I need a moment here: to be relieved, be angry, to grieve and to have moments of self-doubt. I need to do it without myself, my family or my friends defending me and minimizing my feelings.
It’s hard not to have regret when someone dies. For my husband and I, the death of each of our parents has triggered differing degrees of self-examination mixed in with the grief.
And there was a little bit of relief, too. We didn’t lose our parents in our youth. Each of them lived long enough to become our responsibility at a time in our lives when we were balancing careers and grandchildren. We had made the commitment to ourselves that we would let the tail wag the dog and that we would try to let them live out their lives according to their own decisions. So the concerns of their lives superseded those of our own aging.
And nothing lasts forever. When my father died in 2006, his wife became our last living parent.
Because she had loved my father and had become a true mother to me, I have felt a deep responsibility to let her make her own choices and live by her own standards: she wanted to remain in her home, she wanted to keep her animals, especially her cherished dog, and she wanted to live by herself.
I am her step-daughter but her daughter lived a distance away. So although my step-sister didn’t always agree with me on what was best, I was in charge by default. With my added responsibility came the power of influence to give Dad’s wife her way and keep her in familiar surroundings. And I fought the good fight.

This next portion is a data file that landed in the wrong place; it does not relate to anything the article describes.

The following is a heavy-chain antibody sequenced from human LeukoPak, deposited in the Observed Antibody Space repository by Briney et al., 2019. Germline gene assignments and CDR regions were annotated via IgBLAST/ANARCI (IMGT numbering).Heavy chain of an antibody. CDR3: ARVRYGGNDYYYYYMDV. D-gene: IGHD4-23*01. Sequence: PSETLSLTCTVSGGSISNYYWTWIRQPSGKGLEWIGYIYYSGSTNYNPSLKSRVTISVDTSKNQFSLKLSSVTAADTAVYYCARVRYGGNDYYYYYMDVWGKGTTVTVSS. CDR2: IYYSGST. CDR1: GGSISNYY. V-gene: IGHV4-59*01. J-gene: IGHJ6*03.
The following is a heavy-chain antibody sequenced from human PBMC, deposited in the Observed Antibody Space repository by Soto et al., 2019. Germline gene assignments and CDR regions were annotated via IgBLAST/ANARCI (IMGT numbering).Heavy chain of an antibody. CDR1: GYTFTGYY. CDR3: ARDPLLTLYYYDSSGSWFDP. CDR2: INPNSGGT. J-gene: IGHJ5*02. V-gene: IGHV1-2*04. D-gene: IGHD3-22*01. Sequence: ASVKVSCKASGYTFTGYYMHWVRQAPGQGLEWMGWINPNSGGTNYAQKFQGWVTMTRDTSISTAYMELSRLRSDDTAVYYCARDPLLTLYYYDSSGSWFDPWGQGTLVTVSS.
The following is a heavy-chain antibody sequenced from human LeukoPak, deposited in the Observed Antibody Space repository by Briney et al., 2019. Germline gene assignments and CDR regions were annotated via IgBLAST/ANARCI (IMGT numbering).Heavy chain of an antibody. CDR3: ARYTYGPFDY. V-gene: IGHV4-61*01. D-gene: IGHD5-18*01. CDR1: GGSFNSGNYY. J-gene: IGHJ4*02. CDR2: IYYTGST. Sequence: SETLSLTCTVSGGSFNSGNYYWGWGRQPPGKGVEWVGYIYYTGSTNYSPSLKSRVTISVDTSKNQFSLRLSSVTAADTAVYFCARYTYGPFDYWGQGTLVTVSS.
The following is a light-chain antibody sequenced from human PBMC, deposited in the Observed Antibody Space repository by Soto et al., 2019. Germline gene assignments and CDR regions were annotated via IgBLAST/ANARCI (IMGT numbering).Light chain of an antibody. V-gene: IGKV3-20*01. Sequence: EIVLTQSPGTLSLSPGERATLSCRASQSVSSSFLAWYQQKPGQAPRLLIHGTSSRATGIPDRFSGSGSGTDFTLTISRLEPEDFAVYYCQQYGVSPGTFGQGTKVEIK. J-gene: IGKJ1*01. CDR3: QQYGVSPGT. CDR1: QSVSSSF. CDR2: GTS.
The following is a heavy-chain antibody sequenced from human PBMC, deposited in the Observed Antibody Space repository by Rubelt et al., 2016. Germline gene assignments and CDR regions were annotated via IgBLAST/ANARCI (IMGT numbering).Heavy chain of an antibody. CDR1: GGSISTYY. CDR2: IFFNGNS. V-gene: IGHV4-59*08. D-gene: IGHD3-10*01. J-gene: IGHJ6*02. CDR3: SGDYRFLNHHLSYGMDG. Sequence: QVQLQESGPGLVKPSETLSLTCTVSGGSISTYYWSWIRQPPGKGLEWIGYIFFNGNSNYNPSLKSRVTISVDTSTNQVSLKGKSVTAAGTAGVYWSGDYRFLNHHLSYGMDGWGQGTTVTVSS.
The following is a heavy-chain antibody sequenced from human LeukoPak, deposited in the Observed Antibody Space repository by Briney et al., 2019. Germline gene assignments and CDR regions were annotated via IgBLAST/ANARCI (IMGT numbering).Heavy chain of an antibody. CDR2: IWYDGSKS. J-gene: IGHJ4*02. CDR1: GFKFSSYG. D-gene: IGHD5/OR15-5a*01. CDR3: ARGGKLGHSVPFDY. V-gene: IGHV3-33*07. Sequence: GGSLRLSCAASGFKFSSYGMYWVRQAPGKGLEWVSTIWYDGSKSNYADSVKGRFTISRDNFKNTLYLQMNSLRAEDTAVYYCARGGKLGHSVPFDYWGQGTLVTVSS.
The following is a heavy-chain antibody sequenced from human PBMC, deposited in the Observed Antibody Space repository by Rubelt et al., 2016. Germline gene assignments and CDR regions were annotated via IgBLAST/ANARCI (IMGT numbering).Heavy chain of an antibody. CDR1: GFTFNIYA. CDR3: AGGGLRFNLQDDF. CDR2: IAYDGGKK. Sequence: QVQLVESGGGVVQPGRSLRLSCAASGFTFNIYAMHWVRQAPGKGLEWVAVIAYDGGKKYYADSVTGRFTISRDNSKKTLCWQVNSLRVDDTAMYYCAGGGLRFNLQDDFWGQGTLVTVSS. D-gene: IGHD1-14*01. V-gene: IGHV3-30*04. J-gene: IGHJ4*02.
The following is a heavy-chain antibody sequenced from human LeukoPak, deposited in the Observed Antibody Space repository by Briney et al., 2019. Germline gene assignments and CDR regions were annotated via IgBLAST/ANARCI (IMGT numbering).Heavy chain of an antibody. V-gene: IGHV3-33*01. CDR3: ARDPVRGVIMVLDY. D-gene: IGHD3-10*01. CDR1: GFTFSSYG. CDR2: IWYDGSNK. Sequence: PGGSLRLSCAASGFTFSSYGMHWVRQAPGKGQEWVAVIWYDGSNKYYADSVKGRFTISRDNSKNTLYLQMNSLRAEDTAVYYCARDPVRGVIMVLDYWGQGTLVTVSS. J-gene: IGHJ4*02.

But as her memory slipped from her, so did her ability to care for herself. What began with hiring someone to make sure she had regular meals and fresh food in the refrigeration expanded to the necessity of having someone run her household and be with her more often. My husband’s sister (I bless her every day of my life) provided everything that was needed except on Sundays when my husband and I were in charge. Eventually, we enlisted more care and so the story goes…
And now the time has come. It’s time to wave the flag of surrender to the reality that she needs full time care. It’s time to relinquish the decisions to her daughter.
But not without a little bit of self-bashing. Did I do enough? Am I secretly happy to be finished with the responsibility? Should I have insisted that she live with us? Could I have afforded to support her in her own home? Should I have tried to employ and supervise good full-time care?
Her first response to the news of her move is etched in my memory, “How can you do this to me?”
She’s gone. It’s done. It is what it is. I can visit her but her care is out of my hands. I can no longer usurp the position of her daughter. Although I can’t agree with all of the decisions and lament some of them, I have agreed to be supportive. And I have compassion for what her daughter is trying to do.
And I am profoundly sad. My greatest regret now and when she dies will be that I couldn’t fulfill her wishes. And no matter how unreasonable my Dad’s expectations in the situation, I will always know that I let him down, too.
I hope I did my best.